Attorney General Defends Charges Brought by House over Weapons Trafficking Initiatives

by ParkmanLaw on March 21, 2013

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Eric Holder has spent his entire career as the adversary of criminal defense attorneys; first as a US attorney, then as Deputy Attorney General, and since assuming the office of United States Attorney General. However, the head of the Department of Justice will need his own criminal defense attorney to fight the criminal contempt of Congress charged levied on him recently by the Republican majority House of Representatives. Holder faces both civil and criminal contempt charges, which stem from his refusal to produce documents relating to Operation Fast and Furious, the ATF gun-walking scandal which erupted early last year. Gun-walking, a practice long barred by DOJ policy, is a counter-intuitive law enforcement method of detecting firearms violations such as weapons trafficking and criminal gun possession. Agents employing this method distribute firearms on the black market (read: to criminals), and then track those firearms as they are sold and resold in hopes of penetrating larger trafficking and smuggling operations. Federal agents in Arizona had experimented with gun-walking in 3 investigations during the Bush administration (before Operation Fast and Furious), and had lost track of several hundred weapons during the earlier operations. Operation Fast and Furious identified over 2000 illegally purchased firearms, 1400 of which have yet to be recovered. In February of 2011, the Justice Department represented to Congress that the risky tactic was used to allow firearms to “walk” from Arizona to Mexico as part of the operation. The DOJ failed to acknowledge this incorrect statement for 10 months.

In the aftermath of the scandal, the House subpoenaed all records relating to the incorrect statement. The Attorney General objected to the subpoena, refusing to hand over the documents. President Obama came to the AG’s defense, asserting executive privilege over the documents, which would prevent their disclosure to the House Oversight and Government Reform Committees. At Holder’s refusal to turn over the documents, the House held Holder in civil and criminal contempt of Congress. The resolution of the civil contempt claim led to Monday’s lawsuit, which asks a federal judge to:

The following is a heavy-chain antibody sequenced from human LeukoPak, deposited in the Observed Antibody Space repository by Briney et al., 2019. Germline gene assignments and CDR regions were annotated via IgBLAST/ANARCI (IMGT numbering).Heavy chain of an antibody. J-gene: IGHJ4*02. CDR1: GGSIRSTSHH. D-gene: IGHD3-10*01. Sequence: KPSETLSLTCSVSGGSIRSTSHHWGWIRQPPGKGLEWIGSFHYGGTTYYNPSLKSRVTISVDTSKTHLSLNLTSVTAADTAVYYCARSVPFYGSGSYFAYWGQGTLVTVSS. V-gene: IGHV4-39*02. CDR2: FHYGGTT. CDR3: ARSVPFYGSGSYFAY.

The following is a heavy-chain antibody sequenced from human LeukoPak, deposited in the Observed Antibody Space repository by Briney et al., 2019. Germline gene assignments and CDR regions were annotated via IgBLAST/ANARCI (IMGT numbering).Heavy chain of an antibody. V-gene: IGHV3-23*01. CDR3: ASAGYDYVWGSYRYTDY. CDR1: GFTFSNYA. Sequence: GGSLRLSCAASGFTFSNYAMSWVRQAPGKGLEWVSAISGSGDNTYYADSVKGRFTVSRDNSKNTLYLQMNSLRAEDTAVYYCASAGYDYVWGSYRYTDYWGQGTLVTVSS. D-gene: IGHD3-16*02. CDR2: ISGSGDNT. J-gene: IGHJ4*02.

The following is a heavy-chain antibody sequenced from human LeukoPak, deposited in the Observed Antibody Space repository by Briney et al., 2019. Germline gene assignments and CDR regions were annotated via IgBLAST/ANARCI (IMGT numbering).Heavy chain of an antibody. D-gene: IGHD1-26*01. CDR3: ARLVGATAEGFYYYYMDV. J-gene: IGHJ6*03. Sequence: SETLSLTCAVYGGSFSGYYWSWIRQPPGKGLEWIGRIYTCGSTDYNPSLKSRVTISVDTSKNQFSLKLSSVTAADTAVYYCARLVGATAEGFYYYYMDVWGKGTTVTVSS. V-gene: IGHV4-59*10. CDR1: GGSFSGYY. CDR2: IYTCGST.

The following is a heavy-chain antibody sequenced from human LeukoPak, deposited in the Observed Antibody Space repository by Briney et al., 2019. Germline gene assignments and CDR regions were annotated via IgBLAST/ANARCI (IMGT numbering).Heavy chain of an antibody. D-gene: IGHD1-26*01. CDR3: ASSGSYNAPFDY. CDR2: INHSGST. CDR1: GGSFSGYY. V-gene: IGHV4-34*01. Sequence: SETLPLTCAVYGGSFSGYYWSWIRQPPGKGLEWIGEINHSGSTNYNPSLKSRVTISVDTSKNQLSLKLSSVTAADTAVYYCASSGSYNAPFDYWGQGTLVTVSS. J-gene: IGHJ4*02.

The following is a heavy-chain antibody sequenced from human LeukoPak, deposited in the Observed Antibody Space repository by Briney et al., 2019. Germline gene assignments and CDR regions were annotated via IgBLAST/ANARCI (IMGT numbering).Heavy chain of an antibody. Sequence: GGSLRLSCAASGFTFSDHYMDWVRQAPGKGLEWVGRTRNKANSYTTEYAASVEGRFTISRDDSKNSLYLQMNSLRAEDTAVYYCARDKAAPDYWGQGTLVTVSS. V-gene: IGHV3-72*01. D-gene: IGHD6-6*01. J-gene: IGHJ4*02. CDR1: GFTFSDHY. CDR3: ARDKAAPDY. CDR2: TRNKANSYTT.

a) declare Obama’s executive privilege claim invalid

b) reject Holder’s objection to the House records subpoena

c) direct the Attorney General to produce all records related to the Justice Department’s incorrect assertion in early 2011 that gun-walking did not take place.

The lawsuit alleges that the administration’s position, if accepted, “would cripple congressional oversight of executive branch agencies.” The Justice Department has previously said that it would not bring criminal charges against the head of their own department, while Democrats labeled both contempt citations as a political stunt. Says DOJ spokeswoman Tracy Schmaler: “We were always willing to work with the committee. Instead the House and committee have said they prefer to litigate.” Numerous lawmakers have said that this is the first time in US history that a Cabinet official has been held in contempt of Congress.

The lawsuit alleges that the administration’s position of executive privilege is “legally baseless” and rests entirely on a common law privilege known as “deliberative process privilege.” Historically, executive privilege has been asserted over two distinct categories of documents. The first, known as presidential communications, covers only the president’s own documents and those of his top aides preparing advice for the president. The second, known as deliberative process, covers a wider category of administration officials, even if they are not working on something specifically for the president, but requires a stronger justification for the privilege to attach. A federal appeals court has ruled that deliberative process privilege is easier for Congress to overcome and that it “disappears altogether when there is any reason to believe that government misconduct has occurred.” The lawsuit filed Monday asserts three legal grounds for the challenge to the executive privilege claim:

a) the privilege was asserted indirectly by the deputy attorney general in a letter Congress earlier this year

b) the documents do not involve any advice to the president

c) the department’s actions do not involve core constitutional functions of the president.

The lawsuit asserts that the documents, if produced, “would enable the committee (and the American people) to understand how and why the department provided false information to Congress and otherwise obstructed the committee’s concededly legitimate investigation.”

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